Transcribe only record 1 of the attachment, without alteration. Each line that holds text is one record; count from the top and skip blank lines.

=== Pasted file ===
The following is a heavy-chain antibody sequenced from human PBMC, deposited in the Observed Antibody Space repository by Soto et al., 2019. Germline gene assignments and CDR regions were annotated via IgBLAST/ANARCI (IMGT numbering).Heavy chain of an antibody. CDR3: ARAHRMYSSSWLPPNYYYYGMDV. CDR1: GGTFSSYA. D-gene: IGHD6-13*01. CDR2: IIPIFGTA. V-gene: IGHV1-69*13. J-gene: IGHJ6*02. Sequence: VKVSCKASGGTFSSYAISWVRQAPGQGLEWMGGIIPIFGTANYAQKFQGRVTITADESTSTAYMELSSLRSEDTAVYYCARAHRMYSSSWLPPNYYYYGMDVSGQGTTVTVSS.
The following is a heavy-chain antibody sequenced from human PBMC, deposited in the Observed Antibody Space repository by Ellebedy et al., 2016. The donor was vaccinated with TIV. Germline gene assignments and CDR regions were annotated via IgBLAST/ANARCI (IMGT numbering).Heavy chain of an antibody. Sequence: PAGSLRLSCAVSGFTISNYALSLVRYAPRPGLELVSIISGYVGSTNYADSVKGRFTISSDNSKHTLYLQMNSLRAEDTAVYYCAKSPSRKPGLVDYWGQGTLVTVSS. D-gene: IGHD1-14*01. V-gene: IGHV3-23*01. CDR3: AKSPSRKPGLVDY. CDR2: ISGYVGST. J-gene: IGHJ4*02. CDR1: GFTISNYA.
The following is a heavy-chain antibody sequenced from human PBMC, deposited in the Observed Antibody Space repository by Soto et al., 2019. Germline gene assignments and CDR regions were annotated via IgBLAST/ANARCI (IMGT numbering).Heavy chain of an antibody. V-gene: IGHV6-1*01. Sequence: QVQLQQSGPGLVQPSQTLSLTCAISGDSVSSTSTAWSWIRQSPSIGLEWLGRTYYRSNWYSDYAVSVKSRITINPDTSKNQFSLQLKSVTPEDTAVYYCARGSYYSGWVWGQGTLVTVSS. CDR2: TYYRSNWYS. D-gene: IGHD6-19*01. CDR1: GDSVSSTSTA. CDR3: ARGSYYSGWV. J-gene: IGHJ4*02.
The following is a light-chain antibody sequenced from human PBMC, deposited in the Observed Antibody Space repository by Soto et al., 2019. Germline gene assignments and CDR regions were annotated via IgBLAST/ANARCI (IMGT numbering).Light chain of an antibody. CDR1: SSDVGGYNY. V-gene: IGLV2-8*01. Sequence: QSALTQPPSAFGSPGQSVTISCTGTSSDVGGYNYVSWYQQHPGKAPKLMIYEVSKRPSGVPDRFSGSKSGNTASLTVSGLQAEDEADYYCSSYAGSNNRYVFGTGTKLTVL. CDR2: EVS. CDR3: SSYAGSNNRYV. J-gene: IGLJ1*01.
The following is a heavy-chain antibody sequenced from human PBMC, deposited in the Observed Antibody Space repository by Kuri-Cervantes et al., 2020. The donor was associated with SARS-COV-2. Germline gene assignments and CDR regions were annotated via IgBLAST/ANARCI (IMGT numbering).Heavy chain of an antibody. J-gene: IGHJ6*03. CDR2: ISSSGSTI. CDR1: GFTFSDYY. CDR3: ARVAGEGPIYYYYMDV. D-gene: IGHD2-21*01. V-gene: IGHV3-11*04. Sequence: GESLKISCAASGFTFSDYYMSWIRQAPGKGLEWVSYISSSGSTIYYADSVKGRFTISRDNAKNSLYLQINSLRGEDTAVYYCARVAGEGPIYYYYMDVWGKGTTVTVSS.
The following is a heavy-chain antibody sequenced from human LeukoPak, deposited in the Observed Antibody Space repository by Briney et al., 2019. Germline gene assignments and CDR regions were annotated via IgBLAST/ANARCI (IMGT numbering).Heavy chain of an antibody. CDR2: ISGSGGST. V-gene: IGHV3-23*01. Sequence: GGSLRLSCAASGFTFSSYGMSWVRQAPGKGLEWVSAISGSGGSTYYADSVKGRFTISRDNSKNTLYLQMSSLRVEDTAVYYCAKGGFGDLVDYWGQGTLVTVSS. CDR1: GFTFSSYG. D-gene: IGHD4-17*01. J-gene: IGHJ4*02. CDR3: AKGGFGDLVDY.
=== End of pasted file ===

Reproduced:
The following is a heavy-chain antibody sequenced from human PBMC, deposited in the Observed Antibody Space repository by Soto et al., 2019. Germline gene assignments and CDR regions were annotated via IgBLAST/ANARCI (IMGT numbering).Heavy chain of an antibody. CDR3: ARAHRMYSSSWLPPNYYYYGMDV. CDR1: GGTFSSYA. D-gene: IGHD6-13*01. CDR2: IIPIFGTA. V-gene: IGHV1-69*13. J-gene: IGHJ6*02. Sequence: VKVSCKASGGTFSSYAISWVRQAPGQGLEWMGGIIPIFGTANYAQKFQGRVTITADESTSTAYMELSSLRSEDTAVYYCARAHRMYSSSWLPPNYYYYGMDVSGQGTTVTVSS.